Royal Agio: the history of this Dutch cigar manufacturer. The Dutch cigar manufacturer Royal Agio Cigars has a long history. For the premium Longfiller smokers, they are known for the Balmoral cigars. And the San Pedro de Macoris which they launched a few years ago. But the history is longer, over 115 years long, and Royal Agio Cigars makes over 770 million cigars a year. The cigars are exported to more than 100 countries.
Jacques Wintermans founded A. Wintermans & Zonen (Dutch for sons) on May 9th, 1904. The starting capital was 200 guilders, the equivalent of € 2560 today. For that money, Wintermans started a small cigar factory in the southern Dutch town of Duizel, near the Belgian border. In 1908, Harrie Wintermans joined the company founded by his brother. The business is going so well, that in 1911 a new factory and home were built in Duizel. And that’s the location where Agio Cigars is located until today. A part of the old building still remains, the rest made space for a new office and distribution center opened in 2016. The new building has the highest certificate in sustainable building, as mentioned in a previous article about Royal Agio. And from 1913 until 1928, several new locations were opened.
The sons of Jacques Wintermans joined the A. Wintermans & Zonen too in that time period. First was Adriaan in 1925, followed by Marcel a year later. Harrie Wintermans acquired the location in Eersel and starts his own company: Henri Wintermans. In a later stage, Henri Wintermans was acquired by Scandinavian Tobacco Group, which still houses in Eersel. And last September, news broke that STG also bought Royal Agio Cigars.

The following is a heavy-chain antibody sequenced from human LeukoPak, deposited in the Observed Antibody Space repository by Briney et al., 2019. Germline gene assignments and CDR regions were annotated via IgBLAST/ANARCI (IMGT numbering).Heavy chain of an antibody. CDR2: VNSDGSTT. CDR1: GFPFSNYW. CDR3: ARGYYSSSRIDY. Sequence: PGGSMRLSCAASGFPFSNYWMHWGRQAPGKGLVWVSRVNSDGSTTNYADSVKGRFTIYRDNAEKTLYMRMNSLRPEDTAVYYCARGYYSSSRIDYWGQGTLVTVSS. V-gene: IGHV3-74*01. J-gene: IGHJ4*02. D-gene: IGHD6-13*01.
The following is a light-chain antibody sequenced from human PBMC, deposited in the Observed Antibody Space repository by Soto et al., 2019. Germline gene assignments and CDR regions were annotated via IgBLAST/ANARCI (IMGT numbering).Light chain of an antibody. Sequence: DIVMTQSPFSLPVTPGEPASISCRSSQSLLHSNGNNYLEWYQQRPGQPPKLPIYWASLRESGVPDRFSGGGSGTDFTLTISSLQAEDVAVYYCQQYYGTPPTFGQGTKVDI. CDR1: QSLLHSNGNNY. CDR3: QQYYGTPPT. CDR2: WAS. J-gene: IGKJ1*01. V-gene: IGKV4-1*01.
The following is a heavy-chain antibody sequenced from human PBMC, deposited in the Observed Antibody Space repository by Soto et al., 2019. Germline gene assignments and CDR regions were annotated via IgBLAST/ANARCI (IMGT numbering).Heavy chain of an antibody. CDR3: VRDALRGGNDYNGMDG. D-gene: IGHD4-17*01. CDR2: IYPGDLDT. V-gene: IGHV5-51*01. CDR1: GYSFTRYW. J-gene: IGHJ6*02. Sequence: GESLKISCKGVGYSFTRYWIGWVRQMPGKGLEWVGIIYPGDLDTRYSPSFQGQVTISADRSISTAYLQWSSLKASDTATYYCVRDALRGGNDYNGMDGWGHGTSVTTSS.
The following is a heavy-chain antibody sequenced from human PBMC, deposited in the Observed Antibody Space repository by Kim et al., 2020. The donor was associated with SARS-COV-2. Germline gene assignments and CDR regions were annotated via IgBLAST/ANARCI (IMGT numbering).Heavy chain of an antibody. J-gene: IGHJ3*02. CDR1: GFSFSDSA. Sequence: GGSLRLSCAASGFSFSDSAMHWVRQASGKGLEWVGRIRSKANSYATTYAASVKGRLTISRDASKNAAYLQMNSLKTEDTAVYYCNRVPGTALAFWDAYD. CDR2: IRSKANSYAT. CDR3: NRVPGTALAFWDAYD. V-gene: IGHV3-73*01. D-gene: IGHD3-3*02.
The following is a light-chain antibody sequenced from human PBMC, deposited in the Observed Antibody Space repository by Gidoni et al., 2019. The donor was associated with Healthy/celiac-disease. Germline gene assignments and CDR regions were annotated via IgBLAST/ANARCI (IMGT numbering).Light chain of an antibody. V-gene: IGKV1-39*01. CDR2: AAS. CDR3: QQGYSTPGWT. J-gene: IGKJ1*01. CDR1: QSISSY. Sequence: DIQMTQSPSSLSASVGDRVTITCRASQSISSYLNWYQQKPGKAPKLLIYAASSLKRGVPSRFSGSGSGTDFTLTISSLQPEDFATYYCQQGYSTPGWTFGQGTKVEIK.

Before 1935, Royal Agio Cigars produced several brands but none of them under the Agio name. Winzo and Cloveniers were the best-known brands. But then Agio, which translates to ‘added value’ was introduced. Not knowing that this would eventually become the name of the company in a later stage.
And then on May 10th, 36 years after the foundation of A. Wintermans & Zonen, the german nazi’s invaded The Netherlands. During the German occupation, only companies that worked with the suppressors would be supplied with tobacco. Some cigar manufacturers decided to collaborate and work with the fascist regime but the Wintermans family refused. They barely survived the war by making surrogate cigars such as the corona and tuitknak (a perfecto size, very popular back in those days) under the brand name Intermezzo.
After the war ended in 1945, A. Wintermans & Zonen bounced back. And in 1950 the name was officially changed in Agio. For the 50th anniversary, Agio introduced a new perfecto called Gouden Oogst aka Golden Harvest. This cigar became an icon and is still being produced. On the same machine as day one. The wrapper of this cigar is coated in a yellowish powder. Agio chose for that to hide the wrapper. In that era, there was a lack of good looking wrapper. The quality of the tobacco was high, but aesthetically it was not up to standard. And since there was no better tobacco available, the cigars were coated. The Agio Gouden Oogst became an immediate success for Agio. And it’s probably the most recognizable cigar ever to be produced in The Netherlands.
Tune in next week for the history of Royal Agio cigars from 1961 to today.